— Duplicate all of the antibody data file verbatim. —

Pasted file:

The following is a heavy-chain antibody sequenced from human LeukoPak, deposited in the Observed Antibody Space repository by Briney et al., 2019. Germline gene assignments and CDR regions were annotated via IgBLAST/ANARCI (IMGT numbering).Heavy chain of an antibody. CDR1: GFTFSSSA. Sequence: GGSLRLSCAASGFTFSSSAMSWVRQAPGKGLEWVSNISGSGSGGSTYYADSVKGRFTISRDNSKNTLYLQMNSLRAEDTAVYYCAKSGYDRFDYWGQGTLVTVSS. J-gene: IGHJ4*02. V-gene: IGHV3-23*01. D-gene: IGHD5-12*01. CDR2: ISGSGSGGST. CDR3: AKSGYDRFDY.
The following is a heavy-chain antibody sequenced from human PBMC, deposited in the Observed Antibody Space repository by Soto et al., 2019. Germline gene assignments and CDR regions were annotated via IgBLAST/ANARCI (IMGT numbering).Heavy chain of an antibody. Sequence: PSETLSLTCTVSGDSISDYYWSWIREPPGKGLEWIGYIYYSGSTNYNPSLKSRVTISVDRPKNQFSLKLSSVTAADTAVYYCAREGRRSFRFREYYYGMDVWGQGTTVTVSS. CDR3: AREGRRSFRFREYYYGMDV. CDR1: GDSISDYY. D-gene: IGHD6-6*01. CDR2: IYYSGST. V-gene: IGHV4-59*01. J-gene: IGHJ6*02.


The following is a heavy-chain antibody sequenced from human LeukoPak, deposited in the Observed Antibody Space repository by Briney et al., 2019. Germline gene assignments and CDR regions were annotated via IgBLAST/ANARCI (IMGT numbering).Heavy chain of an antibody. CDR1: GFTFSSSA. Sequence: GGSLRLSCAASGFTFSSSAMSWVRQAPGKGLEWVSNISGSGSGGSTYYADSVKGRFTISRDNSKNTLYLQMNSLRAEDTAVYYCAKSGYDRFDYWGQGTLVTVSS. J-gene: IGHJ4*02. V-gene: IGHV3-23*01. D-gene: IGHD5-12*01. CDR2: ISGSGSGGST. CDR3: AKSGYDRFDY.
The following is a heavy-chain antibody sequenced from human PBMC, deposited in the Observed Antibody Space repository by Soto et al., 2019. Germline gene assignments and CDR regions were annotated via IgBLAST/ANARCI (IMGT numbering).Heavy chain of an antibody. Sequence: PSETLSLTCTVSGDSISDYYWSWIREPPGKGLEWIGYIYYSGSTNYNPSLKSRVTISVDRPKNQFSLKLSSVTAADTAVYYCAREGRRSFRFREYYYGMDVWGQGTTVTVSS. CDR3: AREGRRSFRFREYYYGMDV. CDR1: GDSISDYY. D-gene: IGHD6-6*01. CDR2: IYYSGST. V-gene: IGHV4-59*01. J-gene: IGHJ6*02.